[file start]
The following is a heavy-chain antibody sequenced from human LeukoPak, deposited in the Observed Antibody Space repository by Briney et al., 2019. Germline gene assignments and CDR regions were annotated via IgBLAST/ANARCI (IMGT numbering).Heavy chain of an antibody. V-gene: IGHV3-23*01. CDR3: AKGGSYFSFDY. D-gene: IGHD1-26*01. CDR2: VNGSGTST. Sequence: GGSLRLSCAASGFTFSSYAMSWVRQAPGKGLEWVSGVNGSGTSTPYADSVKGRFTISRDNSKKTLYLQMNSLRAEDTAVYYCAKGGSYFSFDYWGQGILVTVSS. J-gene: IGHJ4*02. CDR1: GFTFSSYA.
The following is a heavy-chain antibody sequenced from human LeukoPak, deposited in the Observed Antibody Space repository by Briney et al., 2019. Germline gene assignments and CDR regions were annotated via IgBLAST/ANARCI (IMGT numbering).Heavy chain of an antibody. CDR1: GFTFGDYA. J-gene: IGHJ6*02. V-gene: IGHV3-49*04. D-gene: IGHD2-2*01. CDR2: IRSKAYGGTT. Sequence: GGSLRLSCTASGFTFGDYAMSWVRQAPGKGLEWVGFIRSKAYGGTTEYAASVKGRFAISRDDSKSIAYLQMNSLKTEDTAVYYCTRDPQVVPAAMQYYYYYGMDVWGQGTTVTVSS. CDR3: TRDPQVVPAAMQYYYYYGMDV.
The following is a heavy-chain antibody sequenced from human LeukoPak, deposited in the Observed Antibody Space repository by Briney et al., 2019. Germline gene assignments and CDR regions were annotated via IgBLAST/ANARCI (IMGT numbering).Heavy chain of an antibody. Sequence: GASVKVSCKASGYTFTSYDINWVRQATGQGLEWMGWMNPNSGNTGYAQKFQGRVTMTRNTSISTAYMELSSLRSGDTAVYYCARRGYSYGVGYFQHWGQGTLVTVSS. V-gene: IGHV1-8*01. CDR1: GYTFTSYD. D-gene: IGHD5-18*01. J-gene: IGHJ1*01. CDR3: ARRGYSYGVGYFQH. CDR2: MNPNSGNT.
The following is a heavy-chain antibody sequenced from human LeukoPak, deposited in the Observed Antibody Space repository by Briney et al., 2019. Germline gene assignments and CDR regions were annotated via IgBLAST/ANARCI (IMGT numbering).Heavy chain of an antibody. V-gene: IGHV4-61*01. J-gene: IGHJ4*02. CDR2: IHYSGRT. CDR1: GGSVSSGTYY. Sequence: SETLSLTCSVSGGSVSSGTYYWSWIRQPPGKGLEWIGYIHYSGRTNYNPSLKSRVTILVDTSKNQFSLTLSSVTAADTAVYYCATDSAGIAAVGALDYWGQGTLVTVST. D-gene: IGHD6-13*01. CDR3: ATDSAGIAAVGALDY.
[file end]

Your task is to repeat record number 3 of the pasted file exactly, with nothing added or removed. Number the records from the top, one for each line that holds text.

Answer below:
The following is a heavy-chain antibody sequenced from human LeukoPak, deposited in the Observed Antibody Space repository by Briney et al., 2019. Germline gene assignments and CDR regions were annotated via IgBLAST/ANARCI (IMGT numbering).Heavy chain of an antibody. Sequence: GASVKVSCKASGYTFTSYDINWVRQATGQGLEWMGWMNPNSGNTGYAQKFQGRVTMTRNTSISTAYMELSSLRSGDTAVYYCARRGYSYGVGYFQHWGQGTLVTVSS. V-gene: IGHV1-8*01. CDR1: GYTFTSYD. D-gene: IGHD5-18*01. J-gene: IGHJ1*01. CDR3: ARRGYSYGVGYFQH. CDR2: MNPNSGNT.